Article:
MEET THE MUSE: Reflections from Teen Muse Caroline Stuermer
What inspired you to travel to Zambia?
I went the previous year and the strong connections that I made with all the kids in the schools that we visited inspired me to come back because almost every kid would ask “When will we see you again?”
Did the trip live up to your expectations? Explain.
The trip EXCEEDED my expectations. I was surprised at how many activities were packed into each day and being my age, I get bored really easily but I was never bored on this trip. I was constantly taking in new information or being able to observe a completely different culture.
I learned that one of the issues girls in rural Zambia face is the lack of access to feminine products. There is a small amount of products in village markets but not enough for hundreds of women and girls, and most girls live too far away from the market to safely walk there every month. Even if the girls have easy access to the stores and markets, feminine products are very expensive and few families can afford them. A lot of girls try to make there own products which is not hygienic and can be harmful. Due to this, many girls start missing weeks of school and eventually start dropping out which leads to early marriage and teen pregnancy.
Please share one or more moments that had an impact on you and why.
One moment that made a huge impact on me was when my brother started playing guitar at the orphanage we went to and all the kids crowded around him and started singing and dancing which really proves that music is a universal language. Another moment that made an impact on me was when a girl around my age asked me if painkillers caused ovary problems that would affect her future children and if taking birth control now would prevent her from getting pregnant in the future. These questions made me realize how uneducated these girls are about medications and birth control. These girls need to have knowledge about birth control and their bodies in order to prevent child marriage and teen pregnancies.
Why do you feel this sort of travel is important?
This sort of travel is extremely important because it opens up your eyes to a whole different culture and makes you learn new things about yourself. Both years that I did this trip I learned new things about my personality and my strengths/weaknesses. Going to a place like Zambia when you’re young can completely change your beliefs and understanding of the world.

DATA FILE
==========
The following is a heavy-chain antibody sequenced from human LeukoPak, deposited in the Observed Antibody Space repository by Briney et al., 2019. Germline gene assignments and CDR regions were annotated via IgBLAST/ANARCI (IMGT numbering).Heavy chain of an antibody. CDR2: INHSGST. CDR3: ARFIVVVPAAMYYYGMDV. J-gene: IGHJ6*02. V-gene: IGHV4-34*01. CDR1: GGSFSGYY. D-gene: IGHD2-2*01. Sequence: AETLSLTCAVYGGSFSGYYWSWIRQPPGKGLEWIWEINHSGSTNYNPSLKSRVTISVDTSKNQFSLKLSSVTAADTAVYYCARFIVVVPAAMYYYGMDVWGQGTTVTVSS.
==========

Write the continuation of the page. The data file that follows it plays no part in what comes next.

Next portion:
How has the experience changed you or shifted a belief about yourself or the world?
This experience made me realize that the youth are the future and I don’t need to wait until I’m older to start making an impact. The Chiawa Kittens, a group of primary girls we met in Zambia, made a huge impact on me and made me want to start doing something about the issues that I care about now rather than waiting until I’m older.
How will you utilize what you learned on this trip?
I will take everything I learned on this trip and try to educate kids my age about the struggles kids are facing around the world, and hopefully I can inspire more teens to go on trips like this and broaden their understanding of the way others are living around the world.
Why should someone else go on this trip?
Other people should go on this trip because the kind of experience that traveling to Zambia gives you is impossible to explain to other people because it’s hard to describe the feeling of driving through the villages, playing with the kids, listening to the struggles the girls are facing, and seeing the wildlife. You can’t fully understand the impact Zambia makes on people until you travel there and experience it head on.
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